[Emphasis mine. -Quilas]

***

And of course everything ever written by No 7-Eleven NYC! When I first started writing about them, I used the term “small business group” to describe them. It was not entirely accurate, but I was couching my terms then. Just swap in “petite bourgeois” for “small business group” and everything will make sense. It’s what I was trying to say anyway, without alienating my more sensitive readers.

***

That’s a very cursory look at some of the ways the dominant ideology is reproduced locally. I intend to write more on this topic in the coming weeks. Hopefully, they won’t all take as long as this one did to complete!

=-=-=-=-=

1 Ideology and Ideological State Apparatuses

Response to The Villager

For some reason, the moderator of the comments section of thevillager.com saw fit to exclude my response to Clayton Patterson’s most recent article, Let’s get back to our roots: We need new leaders. It wasn’t long, or offensive, so I don’t know why they censored it, unless they just can’t brook any disagreement with Mr. Patterson.

This is what I wrote (as best as I can recall):

Mr. Patterson puts the cart before the horse. Leaders come out of the people. It used to be that the people of this neighborhood were communists, socialists, even anarchists. Today they are mostly liberals. Liberals don’t care about the poor.* They care more about which stores open in the neighborhood than they do about the condition of the people who work in those stores.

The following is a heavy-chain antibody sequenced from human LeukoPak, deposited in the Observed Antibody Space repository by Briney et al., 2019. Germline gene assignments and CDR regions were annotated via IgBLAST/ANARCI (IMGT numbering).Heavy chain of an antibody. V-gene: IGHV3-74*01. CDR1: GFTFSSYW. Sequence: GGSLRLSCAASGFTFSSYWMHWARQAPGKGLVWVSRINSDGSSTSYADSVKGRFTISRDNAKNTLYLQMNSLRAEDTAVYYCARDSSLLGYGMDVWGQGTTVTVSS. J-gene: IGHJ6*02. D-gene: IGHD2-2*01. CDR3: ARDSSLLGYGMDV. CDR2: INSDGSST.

And if artists need to live in slums to be creative, there’s no shortage of those in the world. “The breeding places of disease, the infamous holes and cellars in which the capitalist mode of production confines our workers night after night, are not abolished; they are merely shifted elsewhere! The same economic necessity which produced them in the first place, produces them in the next place also.” (F. Engels, The Housing Question.)

*I bet this is where they balked!

So that’s what I wrote, but since I’m posting this on Quilas, I will expand it a bit.

I don’t know why it is that people isolate the experiences of artists when talking about this neighborhood. (Well, yes I do, but they shouldn’t do it.) The movement of artists into this area occurred during a specific period of time — post-WW2. Artists were not immigrants; they played a significant role in gentrifying this neighborhood. I wrote briefly about this in my post Artists Made This Neighborhood?

I’m not hostile to artists, but their plight was the plight of thousands more who had no other options, the way the artists did, to live elsewhere. Today, artists are seen as the victims of gentrification when, in the main, they were the tools of gentrification.